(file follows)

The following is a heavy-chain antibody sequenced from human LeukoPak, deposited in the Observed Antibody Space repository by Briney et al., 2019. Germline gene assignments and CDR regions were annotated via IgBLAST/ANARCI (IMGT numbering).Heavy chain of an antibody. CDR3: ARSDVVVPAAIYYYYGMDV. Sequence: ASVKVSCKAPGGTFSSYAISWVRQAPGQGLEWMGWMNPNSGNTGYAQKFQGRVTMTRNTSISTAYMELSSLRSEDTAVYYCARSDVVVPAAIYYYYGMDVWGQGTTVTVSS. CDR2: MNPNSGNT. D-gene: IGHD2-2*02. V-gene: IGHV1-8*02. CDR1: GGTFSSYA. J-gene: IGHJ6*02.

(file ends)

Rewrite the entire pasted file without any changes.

The following is a heavy-chain antibody sequenced from human LeukoPak, deposited in the Observed Antibody Space repository by Briney et al., 2019. Germline gene assignments and CDR regions were annotated via IgBLAST/ANARCI (IMGT numbering).Heavy chain of an antibody. CDR3: ARSDVVVPAAIYYYYGMDV. Sequence: ASVKVSCKAPGGTFSSYAISWVRQAPGQGLEWMGWMNPNSGNTGYAQKFQGRVTMTRNTSISTAYMELSSLRSEDTAVYYCARSDVVVPAAIYYYYGMDVWGQGTTVTVSS. CDR2: MNPNSGNT. D-gene: IGHD2-2*02. V-gene: IGHV1-8*02. CDR1: GGTFSSYA. J-gene: IGHJ6*02.